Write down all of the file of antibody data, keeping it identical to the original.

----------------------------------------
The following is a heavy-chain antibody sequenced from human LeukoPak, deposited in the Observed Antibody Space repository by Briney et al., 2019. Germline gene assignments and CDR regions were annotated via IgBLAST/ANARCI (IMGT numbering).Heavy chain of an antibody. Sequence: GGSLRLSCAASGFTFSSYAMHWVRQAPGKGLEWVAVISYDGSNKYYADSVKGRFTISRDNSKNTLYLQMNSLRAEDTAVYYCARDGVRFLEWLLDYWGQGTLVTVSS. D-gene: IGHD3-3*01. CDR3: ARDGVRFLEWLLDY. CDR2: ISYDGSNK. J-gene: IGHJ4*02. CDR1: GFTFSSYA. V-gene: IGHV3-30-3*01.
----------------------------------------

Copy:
The following is a heavy-chain antibody sequenced from human LeukoPak, deposited in the Observed Antibody Space repository by Briney et al., 2019. Germline gene assignments and CDR regions were annotated via IgBLAST/ANARCI (IMGT numbering).Heavy chain of an antibody. Sequence: GGSLRLSCAASGFTFSSYAMHWVRQAPGKGLEWVAVISYDGSNKYYADSVKGRFTISRDNSKNTLYLQMNSLRAEDTAVYYCARDGVRFLEWLLDYWGQGTLVTVSS. D-gene: IGHD3-3*01. CDR3: ARDGVRFLEWLLDY. CDR2: ISYDGSNK. J-gene: IGHJ4*02. CDR1: GFTFSSYA. V-gene: IGHV3-30-3*01.